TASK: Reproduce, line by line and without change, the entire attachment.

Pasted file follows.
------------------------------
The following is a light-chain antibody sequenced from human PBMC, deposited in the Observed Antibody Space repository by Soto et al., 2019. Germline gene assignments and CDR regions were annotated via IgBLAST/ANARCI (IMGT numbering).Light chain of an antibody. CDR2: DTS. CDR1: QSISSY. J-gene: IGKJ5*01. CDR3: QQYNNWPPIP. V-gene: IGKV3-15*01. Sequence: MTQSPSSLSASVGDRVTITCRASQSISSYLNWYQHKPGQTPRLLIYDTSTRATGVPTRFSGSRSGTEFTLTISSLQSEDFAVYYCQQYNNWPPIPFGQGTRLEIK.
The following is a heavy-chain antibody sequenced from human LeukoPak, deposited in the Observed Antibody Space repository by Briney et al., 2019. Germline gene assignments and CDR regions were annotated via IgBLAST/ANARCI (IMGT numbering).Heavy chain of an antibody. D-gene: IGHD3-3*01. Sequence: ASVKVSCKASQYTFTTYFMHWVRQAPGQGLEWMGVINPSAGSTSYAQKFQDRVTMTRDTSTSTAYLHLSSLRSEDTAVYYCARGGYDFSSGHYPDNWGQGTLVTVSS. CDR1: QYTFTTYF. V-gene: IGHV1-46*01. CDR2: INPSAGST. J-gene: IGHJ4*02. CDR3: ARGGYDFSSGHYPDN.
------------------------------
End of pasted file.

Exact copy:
The following is a light-chain antibody sequenced from human PBMC, deposited in the Observed Antibody Space repository by Soto et al., 2019. Germline gene assignments and CDR regions were annotated via IgBLAST/ANARCI (IMGT numbering).Light chain of an antibody. CDR2: DTS. CDR1: QSISSY. J-gene: IGKJ5*01. CDR3: QQYNNWPPIP. V-gene: IGKV3-15*01. Sequence: MTQSPSSLSASVGDRVTITCRASQSISSYLNWYQHKPGQTPRLLIYDTSTRATGVPTRFSGSRSGTEFTLTISSLQSEDFAVYYCQQYNNWPPIPFGQGTRLEIK.
The following is a heavy-chain antibody sequenced from human LeukoPak, deposited in the Observed Antibody Space repository by Briney et al., 2019. Germline gene assignments and CDR regions were annotated via IgBLAST/ANARCI (IMGT numbering).Heavy chain of an antibody. D-gene: IGHD3-3*01. Sequence: ASVKVSCKASQYTFTTYFMHWVRQAPGQGLEWMGVINPSAGSTSYAQKFQDRVTMTRDTSTSTAYLHLSSLRSEDTAVYYCARGGYDFSSGHYPDNWGQGTLVTVSS. CDR1: QYTFTTYF. V-gene: IGHV1-46*01. CDR2: INPSAGST. J-gene: IGHJ4*02. CDR3: ARGGYDFSSGHYPDN.